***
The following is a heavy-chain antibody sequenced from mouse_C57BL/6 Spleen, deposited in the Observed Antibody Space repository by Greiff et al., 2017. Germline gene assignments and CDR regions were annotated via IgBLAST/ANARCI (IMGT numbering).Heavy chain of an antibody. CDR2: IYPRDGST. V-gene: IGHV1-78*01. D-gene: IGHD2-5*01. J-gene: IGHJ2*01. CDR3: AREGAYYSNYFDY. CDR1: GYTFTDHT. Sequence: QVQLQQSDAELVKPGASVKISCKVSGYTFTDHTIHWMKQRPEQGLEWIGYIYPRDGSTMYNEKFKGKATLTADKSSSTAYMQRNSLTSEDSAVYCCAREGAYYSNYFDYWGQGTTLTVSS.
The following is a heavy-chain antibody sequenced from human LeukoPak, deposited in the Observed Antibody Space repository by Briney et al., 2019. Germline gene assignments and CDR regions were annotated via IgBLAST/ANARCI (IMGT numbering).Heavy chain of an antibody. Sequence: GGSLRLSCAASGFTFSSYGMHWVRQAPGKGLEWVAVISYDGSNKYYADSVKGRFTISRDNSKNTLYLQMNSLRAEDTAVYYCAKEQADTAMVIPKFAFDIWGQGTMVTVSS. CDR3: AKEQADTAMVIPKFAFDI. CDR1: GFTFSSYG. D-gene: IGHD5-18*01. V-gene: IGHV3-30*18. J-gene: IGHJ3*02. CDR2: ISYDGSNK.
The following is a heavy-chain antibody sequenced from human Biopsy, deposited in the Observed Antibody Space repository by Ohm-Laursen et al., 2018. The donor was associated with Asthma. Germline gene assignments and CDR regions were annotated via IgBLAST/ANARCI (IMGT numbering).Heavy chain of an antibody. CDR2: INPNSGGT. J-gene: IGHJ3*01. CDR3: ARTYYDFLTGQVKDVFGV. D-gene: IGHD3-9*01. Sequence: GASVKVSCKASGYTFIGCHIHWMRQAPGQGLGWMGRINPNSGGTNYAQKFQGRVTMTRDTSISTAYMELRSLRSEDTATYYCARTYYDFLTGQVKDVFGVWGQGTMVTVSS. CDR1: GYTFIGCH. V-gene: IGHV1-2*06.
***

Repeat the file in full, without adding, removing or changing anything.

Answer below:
The following is a heavy-chain antibody sequenced from mouse_C57BL/6 Spleen, deposited in the Observed Antibody Space repository by Greiff et al., 2017. Germline gene assignments and CDR regions were annotated via IgBLAST/ANARCI (IMGT numbering).Heavy chain of an antibody. CDR2: IYPRDGST. V-gene: IGHV1-78*01. D-gene: IGHD2-5*01. J-gene: IGHJ2*01. CDR3: AREGAYYSNYFDY. CDR1: GYTFTDHT. Sequence: QVQLQQSDAELVKPGASVKISCKVSGYTFTDHTIHWMKQRPEQGLEWIGYIYPRDGSTMYNEKFKGKATLTADKSSSTAYMQRNSLTSEDSAVYCCAREGAYYSNYFDYWGQGTTLTVSS.
The following is a heavy-chain antibody sequenced from human LeukoPak, deposited in the Observed Antibody Space repository by Briney et al., 2019. Germline gene assignments and CDR regions were annotated via IgBLAST/ANARCI (IMGT numbering).Heavy chain of an antibody. Sequence: GGSLRLSCAASGFTFSSYGMHWVRQAPGKGLEWVAVISYDGSNKYYADSVKGRFTISRDNSKNTLYLQMNSLRAEDTAVYYCAKEQADTAMVIPKFAFDIWGQGTMVTVSS. CDR3: AKEQADTAMVIPKFAFDI. CDR1: GFTFSSYG. D-gene: IGHD5-18*01. V-gene: IGHV3-30*18. J-gene: IGHJ3*02. CDR2: ISYDGSNK.
The following is a heavy-chain antibody sequenced from human Biopsy, deposited in the Observed Antibody Space repository by Ohm-Laursen et al., 2018. The donor was associated with Asthma. Germline gene assignments and CDR regions were annotated via IgBLAST/ANARCI (IMGT numbering).Heavy chain of an antibody. CDR2: INPNSGGT. J-gene: IGHJ3*01. CDR3: ARTYYDFLTGQVKDVFGV. D-gene: IGHD3-9*01. Sequence: GASVKVSCKASGYTFIGCHIHWMRQAPGQGLGWMGRINPNSGGTNYAQKFQGRVTMTRDTSISTAYMELRSLRSEDTATYYCARTYYDFLTGQVKDVFGVWGQGTMVTVSS. CDR1: GYTFIGCH. V-gene: IGHV1-2*06.